China’s Dec new home prices fall at fastest pace in nearly 9 years

By Liangping Gao and Ryan Woo

BEIJING (Reuters) -China’s December new home prices fell at the fastest pace since February 2015, marking the sixth straight month of declines, official data showed on Wednesday, with the sector still struggling to get back on its feet due to weak confidence.

New home prices fell 0.4% month-on-month after dipping 0.3% in November, according to Reuters calculations based on National Bureau of Statistics (NBS) data.

Prices declined at the steepest pace in nine months, down 0.4% from a year earlier after a 0.2% fall in November.

Sustained weakness in the sector, once a key driver of economic growth accounting for around a quarter of China’s economy, could drag on the country’s broader recovery.

Authorities have been scrambling to roll out measures to boost sentiment, but home buyers remain cautious amid a sluggish economic recovery and prolonged property crisis.

The government’s measures to prop up the ailing sector include restarting its pledged supplementary lending (PSL) facility in December to inject liquidity to fund property and infrastructure projects, which fueled expectations of further property policy support.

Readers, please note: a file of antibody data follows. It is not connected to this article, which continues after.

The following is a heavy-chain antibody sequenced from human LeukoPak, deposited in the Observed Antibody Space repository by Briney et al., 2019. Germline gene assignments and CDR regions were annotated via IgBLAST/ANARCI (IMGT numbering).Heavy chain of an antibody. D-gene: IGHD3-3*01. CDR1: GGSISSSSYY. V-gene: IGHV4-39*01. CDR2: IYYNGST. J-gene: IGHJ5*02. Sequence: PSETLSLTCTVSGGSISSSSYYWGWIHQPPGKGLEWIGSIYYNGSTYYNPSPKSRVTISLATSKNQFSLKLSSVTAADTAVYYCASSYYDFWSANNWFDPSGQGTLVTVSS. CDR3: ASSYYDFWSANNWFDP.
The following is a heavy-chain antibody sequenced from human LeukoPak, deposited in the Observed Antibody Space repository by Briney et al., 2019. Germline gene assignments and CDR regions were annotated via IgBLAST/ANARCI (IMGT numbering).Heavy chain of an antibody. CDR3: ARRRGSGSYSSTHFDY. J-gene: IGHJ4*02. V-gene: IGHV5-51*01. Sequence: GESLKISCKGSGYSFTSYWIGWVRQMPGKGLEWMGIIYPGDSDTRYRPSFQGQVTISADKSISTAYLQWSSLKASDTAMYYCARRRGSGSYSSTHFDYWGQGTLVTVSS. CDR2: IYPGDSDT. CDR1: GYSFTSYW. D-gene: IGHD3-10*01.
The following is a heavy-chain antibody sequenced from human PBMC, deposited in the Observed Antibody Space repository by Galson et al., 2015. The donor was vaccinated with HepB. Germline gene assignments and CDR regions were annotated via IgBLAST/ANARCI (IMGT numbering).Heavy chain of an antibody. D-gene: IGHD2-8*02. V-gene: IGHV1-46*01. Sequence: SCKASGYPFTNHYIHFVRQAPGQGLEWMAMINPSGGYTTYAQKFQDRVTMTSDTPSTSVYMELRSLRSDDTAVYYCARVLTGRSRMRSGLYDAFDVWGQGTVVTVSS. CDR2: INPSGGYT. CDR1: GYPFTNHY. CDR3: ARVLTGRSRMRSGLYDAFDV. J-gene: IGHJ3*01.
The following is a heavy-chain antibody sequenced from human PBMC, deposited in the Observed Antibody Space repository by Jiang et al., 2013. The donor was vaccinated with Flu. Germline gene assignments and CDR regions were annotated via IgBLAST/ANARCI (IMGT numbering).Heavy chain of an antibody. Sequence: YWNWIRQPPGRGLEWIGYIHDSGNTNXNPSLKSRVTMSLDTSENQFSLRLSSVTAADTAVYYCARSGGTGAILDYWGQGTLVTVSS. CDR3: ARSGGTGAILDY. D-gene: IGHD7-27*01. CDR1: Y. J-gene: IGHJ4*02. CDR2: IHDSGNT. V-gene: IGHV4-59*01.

In addition, Beijing and Shanghai relaxed their home purchase restrictions in mid-December, including by lowering the minimum down payment ratio for first and second homes.

However, these measures have failed to boost home buying sentiment as the sector has been deeply mired in a property correction since 2021.

Of the 70 cities in the home price data, 62 reported a fall in home prices, up from 59 in November.

For the home resale market, prices among 70 cities all fell year-on-year for the seventh straight month in tier-one, tier-two and tier-three cities.

Several Chinese developers, including China Evergrande Group and Country Garden, have defaulted on their offshore debt and entered into restructuring processes.

Country Garden, the country’s largest private property developer, warned this week that it expects the property market to remain weak in 2024.

Markets are eyeing more concrete property stimulus in 2024, with analysts polled by Reuters expecting the central bank to cut the one-year loan prime rate (LPR), the benchmark lending rate, by 10 basis points (bps) in the first quarter.

(Reporting by Liangping Gao, Ella Cao and Ryan Woo; Editing by Sonali Paul)